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Peace between POWs, farmers (05/19/2013)
By Chris Rogers

Submitted photo
     Near the end of World War II, a prisoner of war (POW) camp in Whitewater State Park held German POWs (on screen). Dr. Richard Musser (at left) will give a presentation on the camp and prisoners who worked in fields and businesses throughout the area. The presentation is Wednesday, May 22, at 7 p.m. at the St. Charles Library.

Prisoners camped at Whitewater

In the last years of World War II (WWII), civilians in Minnesota and Wisconsin saw for the first time soldiers of Hilter's Third Reich. Local towns must have been buzzing with the question, "Did you hear? Did you see them?" German prisoner of war (POW) camps at Whitewater State Park and outside of Galesville, Wis. housed hundreds of captured German soldiers. German men and boys (some were 16, maybe younger) were hired out for labor on farms and canneries throughout the area.

From 1944 to 1945, nearly 200 German POWs, captured after Allied victories in North Africa and Italy, lived at Whitewater State Park. More than one hundred prisoners lived near Galesville at about the same time. The Whitewater POWs were transported there from a large prison camp in Iowa each summer for seasonal work.

"I did have two very hardcore Nazis that were SS (elite Schutzstaffel) troops," recalled Albert Wild of Lakeside Canning Company in Plainview, according to a history compiled by Whitewater State Park Naturalist Elroy Preuhs. "They were always planning to escape. They were finally both taken care of," Wild continued. Preuhs explained that being "taken care of" probably meant they were detained at the Iowa prison camp year-round and denied the opportunity to get out on the farms.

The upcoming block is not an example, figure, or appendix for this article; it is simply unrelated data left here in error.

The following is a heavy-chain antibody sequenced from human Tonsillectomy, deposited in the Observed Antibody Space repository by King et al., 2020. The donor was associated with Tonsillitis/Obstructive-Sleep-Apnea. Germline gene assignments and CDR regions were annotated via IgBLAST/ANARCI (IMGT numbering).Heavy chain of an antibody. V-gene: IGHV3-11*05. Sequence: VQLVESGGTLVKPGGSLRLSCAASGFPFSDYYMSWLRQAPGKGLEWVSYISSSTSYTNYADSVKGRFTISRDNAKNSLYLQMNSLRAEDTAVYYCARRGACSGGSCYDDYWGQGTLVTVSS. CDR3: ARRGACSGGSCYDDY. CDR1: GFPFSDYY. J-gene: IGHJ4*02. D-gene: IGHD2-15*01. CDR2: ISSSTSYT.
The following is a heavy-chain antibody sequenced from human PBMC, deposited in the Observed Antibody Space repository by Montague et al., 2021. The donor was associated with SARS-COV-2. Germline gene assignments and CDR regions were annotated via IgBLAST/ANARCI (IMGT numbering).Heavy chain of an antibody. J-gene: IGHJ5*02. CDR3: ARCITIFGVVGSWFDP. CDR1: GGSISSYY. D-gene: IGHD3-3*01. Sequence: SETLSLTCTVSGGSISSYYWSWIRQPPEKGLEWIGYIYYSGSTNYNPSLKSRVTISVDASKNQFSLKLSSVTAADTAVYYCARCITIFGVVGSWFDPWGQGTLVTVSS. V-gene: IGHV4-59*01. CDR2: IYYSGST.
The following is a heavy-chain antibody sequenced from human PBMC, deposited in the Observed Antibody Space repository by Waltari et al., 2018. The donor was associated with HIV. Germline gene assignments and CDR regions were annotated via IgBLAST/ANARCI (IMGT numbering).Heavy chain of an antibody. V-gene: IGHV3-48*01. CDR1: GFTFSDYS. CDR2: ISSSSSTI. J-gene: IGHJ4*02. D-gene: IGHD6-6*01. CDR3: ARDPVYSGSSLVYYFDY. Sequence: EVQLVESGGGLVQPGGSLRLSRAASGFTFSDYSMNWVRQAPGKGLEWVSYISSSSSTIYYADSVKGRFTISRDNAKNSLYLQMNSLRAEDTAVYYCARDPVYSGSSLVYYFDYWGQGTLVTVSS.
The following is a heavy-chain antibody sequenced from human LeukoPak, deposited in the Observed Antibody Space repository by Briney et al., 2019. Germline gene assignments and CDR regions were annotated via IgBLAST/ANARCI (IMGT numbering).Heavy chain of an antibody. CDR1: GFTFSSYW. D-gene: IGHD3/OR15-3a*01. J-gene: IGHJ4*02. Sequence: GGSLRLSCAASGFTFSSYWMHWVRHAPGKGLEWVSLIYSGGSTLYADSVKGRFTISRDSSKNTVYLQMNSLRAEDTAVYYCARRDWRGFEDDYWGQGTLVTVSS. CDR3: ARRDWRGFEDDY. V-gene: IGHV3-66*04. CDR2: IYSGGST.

Indeed, a chance to get out may be a good way to describe POWs' perspective of their summer work. From all accounts, they were eager and good help. "Prisoners openly appreciated being out of the war scene," wrote Preuhs.

Anything is better than being on the front lines, joked retired University of Kansas professor and Whitewater POW scholar Richard Musser.

For many Americans, the captured German soldiers were a spectacle. According to accounts, the Whitewater Park Office was swamped with visitors inquiring about the park's unusual guests. Each week, "hundreds of persons drove many miles to see the prisoners," reported the St. Charles Press in 1945.

"It's an interesting kind of relationship that grew up between the people and the prisoner of war," Musser said. What he described as a sort of "separate peace" emerged between the prisoner-workers and area locals. Many of the farmers and communities POWs labored for had strong German heritage themselves. Until anti-German sentiment during World War I quashed the practice, German was an unofficial second language throughout the area, Musser said. He related stories of POWs elsewhere in Minnesota marrying local women and returning to the land of their former imprisonment after the war. In another case, Musser says, one German man who immigrated to Minnesota before the war, had a brother who was a POW at a nearby camp.

Whether because of those cultural bonds or simple goodness, it was not uncommon for farmers to invite prisoners to their table after a hard day in the fields. "One woman told me when she was a child, the rule was that you couldn't have the prisoners inside your house, so they took the table outside," Musser explained.